One of Brouwer’s most popular folding knife designs is his “Flanker” model, which he developed around 2013. Shortly after designing it, he attended a Spyderco “Meet” in Amsterdam with a friend of his. While chatting with Spyderco’s Eric Glesser, Brouwer’s friend asked to see the knife, which he quickly handed to Eric and encouraged him to “give it a look.” Eric was impressed with the refined functionality of the knife and Brouwer’s down-to-earth approach to knifemaking. In fact, he was impressed enough to ask Brouwer if he could borrow the knife to display it with other concept models and prototypes at trade shows. Brouwer agreed and the rest, as they say, is history. The Spyderco Brouwer was born.

According to Brouwer, he designed his namesake knife from the ground up as a serious, everyday-carry cutting tool. Specifically, he wanted it to achieve the perfect balance of a knife that is small enough to carry conveniently, yet substantial enough for challenging cutting chores.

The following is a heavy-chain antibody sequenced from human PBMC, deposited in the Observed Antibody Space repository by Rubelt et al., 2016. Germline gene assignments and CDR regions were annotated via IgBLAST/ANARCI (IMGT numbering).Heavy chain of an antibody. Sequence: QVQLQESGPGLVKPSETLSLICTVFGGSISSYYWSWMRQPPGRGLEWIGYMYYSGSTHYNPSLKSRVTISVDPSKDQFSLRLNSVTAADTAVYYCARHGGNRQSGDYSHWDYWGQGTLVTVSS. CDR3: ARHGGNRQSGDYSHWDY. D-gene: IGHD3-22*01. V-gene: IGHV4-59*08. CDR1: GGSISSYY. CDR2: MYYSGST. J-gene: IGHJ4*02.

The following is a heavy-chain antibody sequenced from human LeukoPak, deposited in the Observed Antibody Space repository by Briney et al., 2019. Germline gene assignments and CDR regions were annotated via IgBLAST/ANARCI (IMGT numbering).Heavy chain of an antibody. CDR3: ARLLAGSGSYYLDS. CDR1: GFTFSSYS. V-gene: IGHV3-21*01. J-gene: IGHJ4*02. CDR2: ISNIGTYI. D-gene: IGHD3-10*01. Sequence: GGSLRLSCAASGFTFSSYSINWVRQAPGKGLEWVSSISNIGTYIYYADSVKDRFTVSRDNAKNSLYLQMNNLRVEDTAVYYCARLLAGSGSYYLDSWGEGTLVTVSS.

The heart of the Brouwer Folder is its PlainEdge™ blade, which is crafted from CPM® S30V® particle metallurgy stainless steel and full-flat ground for superior edge geometry and low-friction cutting performance. Its drop-point profile offers outstanding utility, while the combined synergy of an index-finger choil and textured thumb ramp allow precise control when used with a “choked-up” grip. Spyderco’s Trademark Round Hole™ is positioned closer to the blade’s centerline to allow a straight spine, while still ensuring easy one-handed opening.

The Brouwer’s slim, ergonomic handle features a matte-finished solid titanium scale and Reeve Integral Lock (R.I.L.) on one side and a textured green G-10 scale and nested, skeletonized stainless steel liner on the other. To provide a solid lock-up and long service life, the R.I.L. includes a stainless steel interface that also serves as an overtravel stop to preserve proper spring tension of the lock bar. A reversible stainless steel hourglass clip mounted to the butt end of the handle keeps the knife ready for instant access and offers a choice of left or right-side tip-up carry. It is complemented by a lined lanyard hole that allows the easy attachment of fobs and safety lanyards.